Vivid and dynamic, every time Jeannie Lin leads you into a trope, it doesn’t go the way you’d expect.
In the lead up to Romantic Times Booklovers Convention I began to voraciously plough through my TBR pile in preparation for all the book recs and freebies I planned to bring home from Las Vegas. One of my previously neglected books was The Sword Dancer by Jeannie Lin, and I am so sorry I didn’t get to it earlier.
The Sword Dancer follows Wen Li Feng, a sword dancer living on the wrong side of the law as she searches for the answers to her own mysterious beginnings. But while performing in a rural village, Li Feng captures the attention of Zheng Hao Han, a notorious thief-catcher, and it’s not long before they begin a game of cat and mouse across the Chinese countryside.
For Han’s part, he’s sees life in black and white, and takes his duty as a thief-catcher very seriously. So the fact that he finds himself increasingly attracted to and charmed by Li Feng, especially when she keeps slipping from his grasp, is somewhat disconcerting to him.
Not having read many (read: any) Tang Dynasty era romance novels before, I was a little worried I’d struggle with the setting, tripping over assumed knowledge and cultural idiosyncrasies that I had no hope of grasping. But really, why should I let something like a little nervousness stop me from trying something new? Before I read my first Regency historical (one of the Cynster novels by Stephanie Laurens, in case you were wondering) I didn’t know a curricle from a carriage, and I learnt that easily enough. So why shouldn’t I be able to learn about the criminal underworld of rural China during the Tang Dynasty?
Besides, the power of Lin’s writing is that it’s incredibly vivid and dynamic, allowing you to be pulled into Li Feng and Han’s world effortlessly. Take the moment Han first encounters Li Feng as she performs a sword dance:
The dancer’s eyes met his at the end of a turn and his heart forgot to beat. Han kept his expression blank as he returned her gaze. Her skin was glistening, her cheeks flushed. After the brief pause, she moved on and Han swallowed past a sudden dryness in his throat.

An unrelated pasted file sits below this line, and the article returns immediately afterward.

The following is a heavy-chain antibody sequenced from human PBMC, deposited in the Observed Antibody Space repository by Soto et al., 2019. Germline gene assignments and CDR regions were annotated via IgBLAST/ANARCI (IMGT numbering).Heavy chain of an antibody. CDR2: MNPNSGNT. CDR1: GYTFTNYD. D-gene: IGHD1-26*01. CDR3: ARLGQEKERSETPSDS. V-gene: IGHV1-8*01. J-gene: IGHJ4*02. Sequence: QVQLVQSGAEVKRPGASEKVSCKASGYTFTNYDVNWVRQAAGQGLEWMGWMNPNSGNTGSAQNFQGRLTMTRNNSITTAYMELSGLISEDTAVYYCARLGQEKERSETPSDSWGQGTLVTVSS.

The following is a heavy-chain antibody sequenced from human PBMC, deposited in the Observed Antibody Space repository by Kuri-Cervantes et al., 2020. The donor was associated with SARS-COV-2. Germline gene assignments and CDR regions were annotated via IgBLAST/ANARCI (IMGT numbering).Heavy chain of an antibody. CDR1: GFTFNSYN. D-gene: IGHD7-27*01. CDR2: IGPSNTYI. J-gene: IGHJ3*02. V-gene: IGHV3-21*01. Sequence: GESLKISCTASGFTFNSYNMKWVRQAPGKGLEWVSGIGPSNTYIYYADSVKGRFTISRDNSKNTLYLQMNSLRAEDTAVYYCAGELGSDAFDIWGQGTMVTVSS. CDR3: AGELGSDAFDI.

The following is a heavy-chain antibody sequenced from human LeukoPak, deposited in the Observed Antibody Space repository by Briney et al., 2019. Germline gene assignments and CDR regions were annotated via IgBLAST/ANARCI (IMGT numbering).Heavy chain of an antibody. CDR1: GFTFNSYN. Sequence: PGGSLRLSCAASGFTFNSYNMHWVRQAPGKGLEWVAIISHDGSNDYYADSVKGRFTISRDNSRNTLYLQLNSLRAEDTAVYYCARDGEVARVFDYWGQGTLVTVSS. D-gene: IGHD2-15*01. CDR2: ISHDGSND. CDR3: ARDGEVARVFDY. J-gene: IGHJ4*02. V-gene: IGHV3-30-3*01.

The rival thief-catcher had also stopped talking to stare, the same as every other man in the audience. Han needed to focus, maintain a critical eye. He was here to complete a job, not to be charmed by a dancing girl.
The drummers transitioned to a quicker tempo, beating out a driving rhythm as the dancer took to the air. The sword flowed with her, the flash of the blade highlighting each turn while the audience murmured with excitement.
To everyone else, the sword dancer’s movements were nothing more than a performance, but the underlying technique caught Han’s attention. There was training there. Years and years of training. Not something one usually found at a dusty street fair in some back-road town.
At last the penetrating rhythm fell away to the soft refrain of the flute. The melody floated through like clouds parting to calm the storm. The sword dancer took on a peaceful, almost languid quality before dropping back into stillness.
SEE!?! Writing dance scenes is treacherous work, but the movement in Lin’s writing just slays me.
The fact that this is essentially also a road romance means there are a lot of characters to be briefly introduced, and then almost as quickly discarded. So it’s somewhat surprising to realise that it really doesn’t feel like a fast-paced novel. I think this is in part because every time Lin gives you a trope-ified moment, she leads you in a slightly different direction than you (or at least I) expect.
But one of the most intriguing things about The Sword Dancer is that while Han deals so extremely in absolutes of black and white, Li Feng lives her life in shades of grey. As Li Feng and Han begin to work together and learn more about each other, Han is forced to question his belief system and moral code. And as their mutual attraction grows, it becomes harder for both Li Feng and Han to ignore that they stand in almost complete opposition to each other:
“I know who you are, Zheng Hao Han,” she challenged. “You believe in upholding the law, yet you’ve taken a liking to me. So you’ve told yourself I must be innocent, because how could Thief-catching Han ever befriend a common criminal?”
He could feel her slipping away as she pulled out of the shadows and back into the sunlight.
“But I’m not innocent,” she declared. “Don’t follow me anymore. We go our separate ways from here, Han. This is the way it has to be and you know it.”
And the thing is, Li Feng is right. She and Han are exactly the worst people either of them could ever be attracted to, let alone love. Because even if they manage to work through the emotional turmoil and find common ground, Li Feng is a wanted criminal.
If you love the thief and thief-catcher/cop/private detective trope you’ll find yourself very much at home with The Sword Dancer. Similarly, if your jam is the ‘you’re the worst possible person I could love’ trope. I loved the adventure and the romance of The Sword Dancer equally, and am still not sure what I prefer more: when Li Feng and Han work together, or when they work at odds.
Content advisory: This book contains sharp objects and a heroine who is equally as deadly as her hero.